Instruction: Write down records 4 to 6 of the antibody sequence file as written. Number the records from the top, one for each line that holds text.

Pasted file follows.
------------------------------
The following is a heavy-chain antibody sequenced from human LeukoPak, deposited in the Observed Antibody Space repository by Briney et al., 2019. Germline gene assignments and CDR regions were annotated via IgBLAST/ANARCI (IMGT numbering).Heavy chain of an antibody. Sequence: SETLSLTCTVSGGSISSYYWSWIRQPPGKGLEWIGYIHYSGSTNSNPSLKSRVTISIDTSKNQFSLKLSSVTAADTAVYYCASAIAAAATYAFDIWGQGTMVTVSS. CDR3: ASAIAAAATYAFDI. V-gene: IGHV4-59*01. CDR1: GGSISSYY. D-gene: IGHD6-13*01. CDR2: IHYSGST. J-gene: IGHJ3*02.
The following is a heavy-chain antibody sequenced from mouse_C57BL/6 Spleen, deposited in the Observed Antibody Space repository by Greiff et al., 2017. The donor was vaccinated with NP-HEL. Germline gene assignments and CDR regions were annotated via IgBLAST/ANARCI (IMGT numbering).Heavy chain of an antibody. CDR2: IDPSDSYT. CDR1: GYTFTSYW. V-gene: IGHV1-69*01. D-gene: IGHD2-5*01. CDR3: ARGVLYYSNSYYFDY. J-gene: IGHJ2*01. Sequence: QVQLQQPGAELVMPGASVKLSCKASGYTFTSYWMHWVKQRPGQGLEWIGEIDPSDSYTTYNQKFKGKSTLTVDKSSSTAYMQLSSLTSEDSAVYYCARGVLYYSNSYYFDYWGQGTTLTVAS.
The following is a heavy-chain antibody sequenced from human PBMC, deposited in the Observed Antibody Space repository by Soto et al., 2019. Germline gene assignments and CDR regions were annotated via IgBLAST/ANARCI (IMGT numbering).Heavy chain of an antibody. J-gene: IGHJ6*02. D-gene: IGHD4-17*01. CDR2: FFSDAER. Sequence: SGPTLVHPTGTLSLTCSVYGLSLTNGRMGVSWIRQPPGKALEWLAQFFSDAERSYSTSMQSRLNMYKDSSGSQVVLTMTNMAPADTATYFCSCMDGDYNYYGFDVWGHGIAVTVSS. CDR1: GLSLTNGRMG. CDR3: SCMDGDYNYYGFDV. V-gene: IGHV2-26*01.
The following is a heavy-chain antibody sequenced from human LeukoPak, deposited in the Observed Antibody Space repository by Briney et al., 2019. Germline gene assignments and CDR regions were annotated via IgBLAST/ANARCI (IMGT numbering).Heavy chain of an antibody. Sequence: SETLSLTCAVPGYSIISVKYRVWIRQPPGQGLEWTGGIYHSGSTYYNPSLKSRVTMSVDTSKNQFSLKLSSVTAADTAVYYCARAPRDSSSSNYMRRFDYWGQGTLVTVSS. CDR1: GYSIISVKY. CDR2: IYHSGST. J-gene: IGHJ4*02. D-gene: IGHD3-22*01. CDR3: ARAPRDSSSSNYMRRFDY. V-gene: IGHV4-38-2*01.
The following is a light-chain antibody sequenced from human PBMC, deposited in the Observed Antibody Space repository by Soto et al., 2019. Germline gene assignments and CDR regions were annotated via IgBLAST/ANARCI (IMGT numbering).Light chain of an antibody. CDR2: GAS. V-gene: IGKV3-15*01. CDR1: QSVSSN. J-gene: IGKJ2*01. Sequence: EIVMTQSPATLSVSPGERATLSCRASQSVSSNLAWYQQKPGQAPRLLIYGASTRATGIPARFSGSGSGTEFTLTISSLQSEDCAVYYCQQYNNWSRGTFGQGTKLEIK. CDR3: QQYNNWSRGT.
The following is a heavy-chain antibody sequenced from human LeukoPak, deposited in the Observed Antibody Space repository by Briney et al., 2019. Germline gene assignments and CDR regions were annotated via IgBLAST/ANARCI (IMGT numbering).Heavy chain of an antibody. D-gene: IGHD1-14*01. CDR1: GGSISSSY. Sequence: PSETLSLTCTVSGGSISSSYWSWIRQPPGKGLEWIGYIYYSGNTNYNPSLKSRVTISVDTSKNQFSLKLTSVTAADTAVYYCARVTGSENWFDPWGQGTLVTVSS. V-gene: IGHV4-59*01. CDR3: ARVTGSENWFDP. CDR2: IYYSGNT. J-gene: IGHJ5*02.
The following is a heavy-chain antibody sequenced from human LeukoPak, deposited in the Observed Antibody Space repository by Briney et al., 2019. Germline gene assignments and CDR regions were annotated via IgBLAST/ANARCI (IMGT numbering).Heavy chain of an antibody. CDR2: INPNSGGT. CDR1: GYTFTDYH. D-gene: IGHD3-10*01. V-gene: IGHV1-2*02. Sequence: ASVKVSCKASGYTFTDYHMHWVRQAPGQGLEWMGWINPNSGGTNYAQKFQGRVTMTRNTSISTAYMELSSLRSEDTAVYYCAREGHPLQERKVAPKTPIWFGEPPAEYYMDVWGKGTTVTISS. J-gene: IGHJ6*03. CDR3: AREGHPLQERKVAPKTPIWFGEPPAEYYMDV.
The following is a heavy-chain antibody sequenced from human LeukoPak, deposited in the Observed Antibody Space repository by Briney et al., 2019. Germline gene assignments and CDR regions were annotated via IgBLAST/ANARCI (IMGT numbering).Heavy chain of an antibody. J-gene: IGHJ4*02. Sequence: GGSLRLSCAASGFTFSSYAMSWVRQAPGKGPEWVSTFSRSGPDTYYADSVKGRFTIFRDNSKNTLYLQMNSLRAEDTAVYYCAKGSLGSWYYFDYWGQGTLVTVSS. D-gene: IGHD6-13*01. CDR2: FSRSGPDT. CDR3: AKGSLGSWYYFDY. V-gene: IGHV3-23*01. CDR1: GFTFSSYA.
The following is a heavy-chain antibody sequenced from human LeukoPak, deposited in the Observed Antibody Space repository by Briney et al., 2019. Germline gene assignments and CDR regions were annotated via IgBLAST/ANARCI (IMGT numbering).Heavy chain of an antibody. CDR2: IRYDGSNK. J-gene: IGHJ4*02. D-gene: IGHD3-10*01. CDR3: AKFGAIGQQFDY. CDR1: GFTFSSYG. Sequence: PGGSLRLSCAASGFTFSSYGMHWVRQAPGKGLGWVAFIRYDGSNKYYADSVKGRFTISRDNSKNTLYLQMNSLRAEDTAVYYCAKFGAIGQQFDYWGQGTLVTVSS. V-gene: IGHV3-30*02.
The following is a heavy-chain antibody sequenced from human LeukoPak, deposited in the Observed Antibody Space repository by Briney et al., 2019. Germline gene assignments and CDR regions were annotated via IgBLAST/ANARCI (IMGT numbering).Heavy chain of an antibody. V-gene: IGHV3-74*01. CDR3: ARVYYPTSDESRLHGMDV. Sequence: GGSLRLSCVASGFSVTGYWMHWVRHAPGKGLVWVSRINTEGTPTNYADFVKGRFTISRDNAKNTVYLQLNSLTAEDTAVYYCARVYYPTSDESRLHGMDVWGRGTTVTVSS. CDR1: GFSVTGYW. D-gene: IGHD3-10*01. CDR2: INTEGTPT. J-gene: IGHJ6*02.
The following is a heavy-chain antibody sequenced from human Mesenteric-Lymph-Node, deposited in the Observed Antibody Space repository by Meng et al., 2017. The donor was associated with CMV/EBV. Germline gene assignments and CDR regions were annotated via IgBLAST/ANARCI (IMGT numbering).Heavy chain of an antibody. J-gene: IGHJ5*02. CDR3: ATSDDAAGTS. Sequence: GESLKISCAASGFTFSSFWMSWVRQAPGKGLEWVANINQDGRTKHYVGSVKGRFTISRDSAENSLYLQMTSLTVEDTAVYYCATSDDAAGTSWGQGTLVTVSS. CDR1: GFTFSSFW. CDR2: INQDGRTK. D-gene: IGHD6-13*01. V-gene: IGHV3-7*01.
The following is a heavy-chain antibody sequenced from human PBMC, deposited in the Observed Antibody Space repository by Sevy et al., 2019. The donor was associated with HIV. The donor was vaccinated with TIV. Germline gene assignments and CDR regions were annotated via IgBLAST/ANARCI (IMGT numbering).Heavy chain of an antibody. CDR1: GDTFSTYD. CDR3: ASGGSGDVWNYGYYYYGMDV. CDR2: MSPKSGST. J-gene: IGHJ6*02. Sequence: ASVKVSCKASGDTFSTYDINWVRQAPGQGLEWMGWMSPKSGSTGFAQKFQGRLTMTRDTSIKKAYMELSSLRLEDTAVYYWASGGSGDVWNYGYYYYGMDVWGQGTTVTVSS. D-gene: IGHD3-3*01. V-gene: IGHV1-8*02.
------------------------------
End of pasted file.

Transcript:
The following is a heavy-chain antibody sequenced from human LeukoPak, deposited in the Observed Antibody Space repository by Briney et al., 2019. Germline gene assignments and CDR regions were annotated via IgBLAST/ANARCI (IMGT numbering).Heavy chain of an antibody. Sequence: SETLSLTCAVPGYSIISVKYRVWIRQPPGQGLEWTGGIYHSGSTYYNPSLKSRVTMSVDTSKNQFSLKLSSVTAADTAVYYCARAPRDSSSSNYMRRFDYWGQGTLVTVSS. CDR1: GYSIISVKY. CDR2: IYHSGST. J-gene: IGHJ4*02. D-gene: IGHD3-22*01. CDR3: ARAPRDSSSSNYMRRFDY. V-gene: IGHV4-38-2*01.
The following is a light-chain antibody sequenced from human PBMC, deposited in the Observed Antibody Space repository by Soto et al., 2019. Germline gene assignments and CDR regions were annotated via IgBLAST/ANARCI (IMGT numbering).Light chain of an antibody. CDR2: GAS. V-gene: IGKV3-15*01. CDR1: QSVSSN. J-gene: IGKJ2*01. Sequence: EIVMTQSPATLSVSPGERATLSCRASQSVSSNLAWYQQKPGQAPRLLIYGASTRATGIPARFSGSGSGTEFTLTISSLQSEDCAVYYCQQYNNWSRGTFGQGTKLEIK. CDR3: QQYNNWSRGT.
The following is a heavy-chain antibody sequenced from human LeukoPak, deposited in the Observed Antibody Space repository by Briney et al., 2019. Germline gene assignments and CDR regions were annotated via IgBLAST/ANARCI (IMGT numbering).Heavy chain of an antibody. D-gene: IGHD1-14*01. CDR1: GGSISSSY. Sequence: PSETLSLTCTVSGGSISSSYWSWIRQPPGKGLEWIGYIYYSGNTNYNPSLKSRVTISVDTSKNQFSLKLTSVTAADTAVYYCARVTGSENWFDPWGQGTLVTVSS. V-gene: IGHV4-59*01. CDR3: ARVTGSENWFDP. CDR2: IYYSGNT. J-gene: IGHJ5*02.